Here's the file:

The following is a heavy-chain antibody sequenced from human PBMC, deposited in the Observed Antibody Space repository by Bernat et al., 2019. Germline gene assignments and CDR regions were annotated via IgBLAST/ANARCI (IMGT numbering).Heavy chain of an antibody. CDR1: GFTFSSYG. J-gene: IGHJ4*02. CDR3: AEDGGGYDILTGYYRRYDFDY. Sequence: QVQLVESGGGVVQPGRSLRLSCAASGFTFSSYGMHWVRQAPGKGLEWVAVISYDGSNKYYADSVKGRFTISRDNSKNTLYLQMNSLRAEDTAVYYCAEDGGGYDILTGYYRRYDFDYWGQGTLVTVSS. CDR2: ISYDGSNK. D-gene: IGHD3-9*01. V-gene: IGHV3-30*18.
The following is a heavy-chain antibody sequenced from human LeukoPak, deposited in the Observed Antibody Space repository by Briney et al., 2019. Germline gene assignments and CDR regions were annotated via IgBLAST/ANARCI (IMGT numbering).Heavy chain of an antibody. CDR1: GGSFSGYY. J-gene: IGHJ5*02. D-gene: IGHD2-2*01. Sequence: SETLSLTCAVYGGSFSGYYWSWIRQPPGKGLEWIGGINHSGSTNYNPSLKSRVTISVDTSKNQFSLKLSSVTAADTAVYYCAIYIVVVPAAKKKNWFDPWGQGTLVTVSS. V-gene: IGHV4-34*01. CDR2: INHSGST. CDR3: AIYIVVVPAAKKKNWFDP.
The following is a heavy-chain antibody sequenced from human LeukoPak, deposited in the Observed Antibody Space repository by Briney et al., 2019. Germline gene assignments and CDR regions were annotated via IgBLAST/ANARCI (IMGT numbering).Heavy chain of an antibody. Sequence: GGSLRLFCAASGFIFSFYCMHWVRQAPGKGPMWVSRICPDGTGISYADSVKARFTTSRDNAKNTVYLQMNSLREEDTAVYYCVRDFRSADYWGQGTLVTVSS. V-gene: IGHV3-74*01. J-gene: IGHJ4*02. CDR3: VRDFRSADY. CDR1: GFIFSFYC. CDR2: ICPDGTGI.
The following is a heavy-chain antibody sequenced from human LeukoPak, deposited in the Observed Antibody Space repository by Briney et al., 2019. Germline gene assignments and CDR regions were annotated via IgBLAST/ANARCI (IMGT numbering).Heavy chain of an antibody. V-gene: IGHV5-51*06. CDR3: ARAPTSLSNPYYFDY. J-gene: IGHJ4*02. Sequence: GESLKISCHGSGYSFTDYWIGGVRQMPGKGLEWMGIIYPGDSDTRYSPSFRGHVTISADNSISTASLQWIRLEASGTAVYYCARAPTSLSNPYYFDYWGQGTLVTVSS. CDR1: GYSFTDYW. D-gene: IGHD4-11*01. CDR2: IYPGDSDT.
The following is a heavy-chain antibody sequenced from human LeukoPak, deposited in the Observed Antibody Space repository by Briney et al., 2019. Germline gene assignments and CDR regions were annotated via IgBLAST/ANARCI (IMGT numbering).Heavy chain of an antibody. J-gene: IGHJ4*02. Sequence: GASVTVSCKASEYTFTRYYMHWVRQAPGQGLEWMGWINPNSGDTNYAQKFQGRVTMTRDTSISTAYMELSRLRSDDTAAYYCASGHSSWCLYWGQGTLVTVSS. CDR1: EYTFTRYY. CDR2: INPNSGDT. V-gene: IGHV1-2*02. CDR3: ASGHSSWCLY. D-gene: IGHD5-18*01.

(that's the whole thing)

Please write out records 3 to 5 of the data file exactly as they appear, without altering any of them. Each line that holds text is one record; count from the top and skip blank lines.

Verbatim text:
The following is a heavy-chain antibody sequenced from human LeukoPak, deposited in the Observed Antibody Space repository by Briney et al., 2019. Germline gene assignments and CDR regions were annotated via IgBLAST/ANARCI (IMGT numbering).Heavy chain of an antibody. Sequence: GGSLRLFCAASGFIFSFYCMHWVRQAPGKGPMWVSRICPDGTGISYADSVKARFTTSRDNAKNTVYLQMNSLREEDTAVYYCVRDFRSADYWGQGTLVTVSS. V-gene: IGHV3-74*01. J-gene: IGHJ4*02. CDR3: VRDFRSADY. CDR1: GFIFSFYC. CDR2: ICPDGTGI.
The following is a heavy-chain antibody sequenced from human LeukoPak, deposited in the Observed Antibody Space repository by Briney et al., 2019. Germline gene assignments and CDR regions were annotated via IgBLAST/ANARCI (IMGT numbering).Heavy chain of an antibody. V-gene: IGHV5-51*06. CDR3: ARAPTSLSNPYYFDY. J-gene: IGHJ4*02. Sequence: GESLKISCHGSGYSFTDYWIGGVRQMPGKGLEWMGIIYPGDSDTRYSPSFRGHVTISADNSISTASLQWIRLEASGTAVYYCARAPTSLSNPYYFDYWGQGTLVTVSS. CDR1: GYSFTDYW. D-gene: IGHD4-11*01. CDR2: IYPGDSDT.
The following is a heavy-chain antibody sequenced from human LeukoPak, deposited in the Observed Antibody Space repository by Briney et al., 2019. Germline gene assignments and CDR regions were annotated via IgBLAST/ANARCI (IMGT numbering).Heavy chain of an antibody. J-gene: IGHJ4*02. Sequence: GASVTVSCKASEYTFTRYYMHWVRQAPGQGLEWMGWINPNSGDTNYAQKFQGRVTMTRDTSISTAYMELSRLRSDDTAAYYCASGHSSWCLYWGQGTLVTVSS. CDR1: EYTFTRYY. CDR2: INPNSGDT. V-gene: IGHV1-2*02. CDR3: ASGHSSWCLY. D-gene: IGHD5-18*01.